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Berger also said the industry struggles because Louisiana nursing homes have the lowest Medicaid reimbursement rates in the nation. However, reimbursement rates paid to nursing homes are calculated based on costs. The nursing home industry is also guaranteed rate hikes at least every two years, thanks to a state law that was passed at the industry's request.
"I am proud of Louisiana's nursing facilities for their dedication to improving the lives of residents through quality care," Berger said in a statement, adding that 18 nursing homes in Louisiana recently received national awards. "LNHA member facilities are constantly striving to provide exceptional person-centered quality to our residents in a loving environment. We will never stop improving."
Louisiana has a wait list of more than 30,000 people who are elderly or physically disabled who hope to receive Medicaid-funded care at their own home instead of a nursing home, a service that is both less expensive to the state and preferred by the patient, according to surveys. This summer, The Advocate reported that Louisiana overwhelmingly puts its resources in nursing homes over home- and community-based programs, offering nursing homes financial security and annual funding increases while other state services have been slashed because of budget cuts.
"The majority of Medicaid spending still goes directly to nursing homes, which has left many older adults without options," Muhl said. "The governor and our Legislature squandered several opportunities during the recent legislative session to rebalance long term care for older adults. Now they need to accelerate their plan to implement reform measures that are desperately needed in Louisiana."
During the most recent legislative session, Louisiana Department of Health asked for almost $50 million in state money to expand funding for home- and community-based providers. It would have funded overtime for workers, increased the hourly reimbursement rates and funded 600 new slots for the Community Choices waiver program, which have been frozen because of budget constraints in recent years.
Community Choices is the most high-demand home- and community-based program for the elderly and physically disabled. Those requests were rejected, as lawmakers battled over another year of budget cuts.
Home- and community-based providers have faced critical challenges because their rates have been slashed year after year. As a result, salaries for workers in the industry are often close to minimum wage, and the providers can't attract a stable workforce. Since 2012, 30 percent of home- and community-based providers in Louisiana have shut down, citing budget cuts and stiffer regulations. And just in the past three months, five more closed down.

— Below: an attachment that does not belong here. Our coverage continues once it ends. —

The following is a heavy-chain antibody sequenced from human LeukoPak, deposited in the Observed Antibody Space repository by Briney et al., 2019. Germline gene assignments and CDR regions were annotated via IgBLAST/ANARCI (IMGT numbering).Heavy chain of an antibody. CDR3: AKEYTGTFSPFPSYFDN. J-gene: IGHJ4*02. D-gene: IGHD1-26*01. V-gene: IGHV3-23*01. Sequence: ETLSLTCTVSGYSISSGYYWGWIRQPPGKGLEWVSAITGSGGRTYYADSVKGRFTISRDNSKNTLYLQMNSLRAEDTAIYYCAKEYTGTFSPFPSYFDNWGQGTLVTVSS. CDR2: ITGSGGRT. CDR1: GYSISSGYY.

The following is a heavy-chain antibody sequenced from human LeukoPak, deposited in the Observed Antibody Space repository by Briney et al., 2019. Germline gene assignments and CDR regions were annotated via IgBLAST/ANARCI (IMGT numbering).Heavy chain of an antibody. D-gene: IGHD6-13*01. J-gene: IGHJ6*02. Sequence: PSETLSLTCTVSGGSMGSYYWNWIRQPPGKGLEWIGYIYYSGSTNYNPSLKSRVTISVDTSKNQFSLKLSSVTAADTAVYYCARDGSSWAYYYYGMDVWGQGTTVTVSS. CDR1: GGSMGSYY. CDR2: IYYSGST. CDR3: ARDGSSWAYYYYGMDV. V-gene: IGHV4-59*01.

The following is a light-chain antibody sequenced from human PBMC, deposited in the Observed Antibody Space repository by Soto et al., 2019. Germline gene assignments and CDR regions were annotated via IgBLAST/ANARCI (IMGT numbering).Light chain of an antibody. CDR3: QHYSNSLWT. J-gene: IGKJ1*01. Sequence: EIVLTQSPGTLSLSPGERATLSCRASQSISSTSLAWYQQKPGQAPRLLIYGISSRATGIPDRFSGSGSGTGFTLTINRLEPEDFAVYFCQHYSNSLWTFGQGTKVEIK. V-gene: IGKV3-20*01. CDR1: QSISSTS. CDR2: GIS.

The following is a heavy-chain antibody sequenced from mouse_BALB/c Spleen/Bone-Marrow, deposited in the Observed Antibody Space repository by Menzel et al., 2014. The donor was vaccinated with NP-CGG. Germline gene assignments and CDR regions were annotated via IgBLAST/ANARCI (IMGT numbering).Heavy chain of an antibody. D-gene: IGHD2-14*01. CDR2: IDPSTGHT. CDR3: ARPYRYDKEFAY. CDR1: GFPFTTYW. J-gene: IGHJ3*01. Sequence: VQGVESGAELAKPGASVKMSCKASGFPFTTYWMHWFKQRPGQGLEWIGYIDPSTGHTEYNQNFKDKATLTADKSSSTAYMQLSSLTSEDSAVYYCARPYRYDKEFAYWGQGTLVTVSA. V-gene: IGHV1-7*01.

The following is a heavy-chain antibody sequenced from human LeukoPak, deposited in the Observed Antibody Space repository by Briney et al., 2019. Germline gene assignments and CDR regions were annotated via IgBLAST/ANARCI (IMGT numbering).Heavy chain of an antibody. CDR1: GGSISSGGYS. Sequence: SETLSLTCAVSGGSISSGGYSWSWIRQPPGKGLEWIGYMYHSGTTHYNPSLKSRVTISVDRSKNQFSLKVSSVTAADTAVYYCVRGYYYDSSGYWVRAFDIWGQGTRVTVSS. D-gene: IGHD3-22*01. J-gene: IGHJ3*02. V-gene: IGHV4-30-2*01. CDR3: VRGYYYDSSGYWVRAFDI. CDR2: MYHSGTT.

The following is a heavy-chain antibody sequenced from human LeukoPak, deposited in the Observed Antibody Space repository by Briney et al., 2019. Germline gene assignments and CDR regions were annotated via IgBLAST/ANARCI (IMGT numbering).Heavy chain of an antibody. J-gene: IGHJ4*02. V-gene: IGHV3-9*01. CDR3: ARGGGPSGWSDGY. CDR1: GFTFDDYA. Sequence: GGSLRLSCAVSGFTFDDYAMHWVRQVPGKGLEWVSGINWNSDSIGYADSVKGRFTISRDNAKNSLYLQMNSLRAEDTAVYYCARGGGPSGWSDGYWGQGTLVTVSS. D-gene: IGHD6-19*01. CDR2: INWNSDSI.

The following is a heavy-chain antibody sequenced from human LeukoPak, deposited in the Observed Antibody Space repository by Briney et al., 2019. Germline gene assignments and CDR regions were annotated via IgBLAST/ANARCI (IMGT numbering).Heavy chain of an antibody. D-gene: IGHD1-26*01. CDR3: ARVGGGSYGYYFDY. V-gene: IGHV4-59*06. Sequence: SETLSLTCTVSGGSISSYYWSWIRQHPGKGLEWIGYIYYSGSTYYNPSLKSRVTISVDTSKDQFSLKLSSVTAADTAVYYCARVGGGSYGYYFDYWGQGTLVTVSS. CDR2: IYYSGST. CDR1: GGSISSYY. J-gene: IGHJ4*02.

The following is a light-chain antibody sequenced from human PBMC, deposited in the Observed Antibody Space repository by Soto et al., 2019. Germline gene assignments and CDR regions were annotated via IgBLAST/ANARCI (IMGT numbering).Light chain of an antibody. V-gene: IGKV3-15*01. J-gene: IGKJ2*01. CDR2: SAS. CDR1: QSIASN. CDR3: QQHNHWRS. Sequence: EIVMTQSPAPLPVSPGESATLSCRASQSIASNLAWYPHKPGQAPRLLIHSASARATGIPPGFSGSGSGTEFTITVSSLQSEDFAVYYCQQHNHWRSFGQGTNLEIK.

"We can no longer make enough money billing for Medicaid services so we have decided to discontinue as a provider," said Mitch Iddins, director of New Horizons Independent Living Center in north Louisiana. "Which is unfortunate, because we are serving around 175 clients through Medicaid."
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However, Kelly Zimmerman, a spokeswoman for the Department of Health, said four other home- and community-based providers were also approved this year to open, and there are no apparent gaps in access for services.
A few lawmakers this session also made attempts to reform nursing homes by trying to force the administration to seek bids to expand managed care to elderly and physically disabled Medicaid services. The measure was studied under the Jindal administration, and abruptly abandoned after the nursing home association objected in 2015.
A move to managed care would mean that private insurance companies would oversee Medicaid services for the elderly and disabled population, and determine whether those patients would be better and more cost-effectively cared for in a nursing home or in their own home with supports. The state could generate more than $100 million from the move, because of a managed-care tax on the books, while reducing the state's dependency on nursing homes.
But the measure was voted down in a House health committee meeting that was packed with nursing home owners. The measure was also introduced as a budget amendment in the House and in a Senate committee, but both were rejected.
In the final days of the session, Baton Rouge Rep. Rick Edmonds got the House to pass a nonbinding resolution to study the issue. Alletto said the department will do its best to respond to the legislative request.
"We are determined to escalate the dialogue around this issue in Louisiana," Edmonds said. "It is a priority, and we will press on until leadership determines it is a priority and we start seeing quality care for the elderly and disabled."